1952  Carol DeMar and Ellie Romig are teaching at the American College for Girls in Istanbul, Turkey. Carol writes that they are both keeping busy with classes, learning Turkish, and seeing much of the country. They spent the mid-semester vacation touring Greece and Crete. Ellie recently gained fame, when Mademoiselle featured her in their job notes column.

FALL 1957

1903  Ethel Green Lincoln writes that Marion Bittner, the younger daughter of Ethel’s daughter Betty (MHC ’30), is entering Mount Holyoke this fall and has quite a college pedigree, as she is the 18th member of the Green-Lincoln family to go to Mount Holyoke. 


1933  Virginia Hamilton Adair is now full-time assistant prof. of English at California State Polytechnic Coll. The Adairs’ older son Robin has just graduated from boot camp in San Diego. Douglass III, 14, and Katherine, 13, are in high school. She writes that she had a day with Dora Jones Tanner last summer.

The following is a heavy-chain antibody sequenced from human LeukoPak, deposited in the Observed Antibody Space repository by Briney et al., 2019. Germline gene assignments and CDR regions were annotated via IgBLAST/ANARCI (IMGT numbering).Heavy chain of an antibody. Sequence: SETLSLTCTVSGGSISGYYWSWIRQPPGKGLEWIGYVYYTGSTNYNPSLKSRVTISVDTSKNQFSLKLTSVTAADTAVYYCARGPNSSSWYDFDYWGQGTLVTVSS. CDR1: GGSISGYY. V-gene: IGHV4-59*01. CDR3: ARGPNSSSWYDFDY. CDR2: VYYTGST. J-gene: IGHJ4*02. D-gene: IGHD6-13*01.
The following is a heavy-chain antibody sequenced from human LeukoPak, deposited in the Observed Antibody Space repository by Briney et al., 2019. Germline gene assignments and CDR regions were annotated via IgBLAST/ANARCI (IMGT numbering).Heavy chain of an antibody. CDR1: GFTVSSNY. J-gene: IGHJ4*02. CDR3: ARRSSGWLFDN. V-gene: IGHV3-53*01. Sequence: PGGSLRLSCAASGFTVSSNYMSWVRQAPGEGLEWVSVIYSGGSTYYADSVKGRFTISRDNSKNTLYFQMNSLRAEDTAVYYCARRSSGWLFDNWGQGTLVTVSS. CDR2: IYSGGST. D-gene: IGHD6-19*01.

1957  Marriage announcements appear to have won the primary spot here; now that we have our B.A. an MRS. sounds awfully good! Under the heading of fall brides we find Diane Backus, who was wed Oct. 12 to Lt. Charles Wingard, USAF, and Betsey Hartshorn, who, the same day but many miles away, became Mrs. Robert Nebesar. Bob is an intern at a Denver, Colo., hospital. Ann Fleet’s marriage to Pfc. Clement Malin took place on Oct. 26, and the happy newlyweds are now in Texas, where Clem is stationed. Two weeks later, on Nov. 9, Sheila Langert and Franz Schneider took their vows. Franz likewise bears the title of Pfc.


In a decade of dramatic change, class notes reflect updates that have been prevalent since the beginning—those of home, work, life, and death.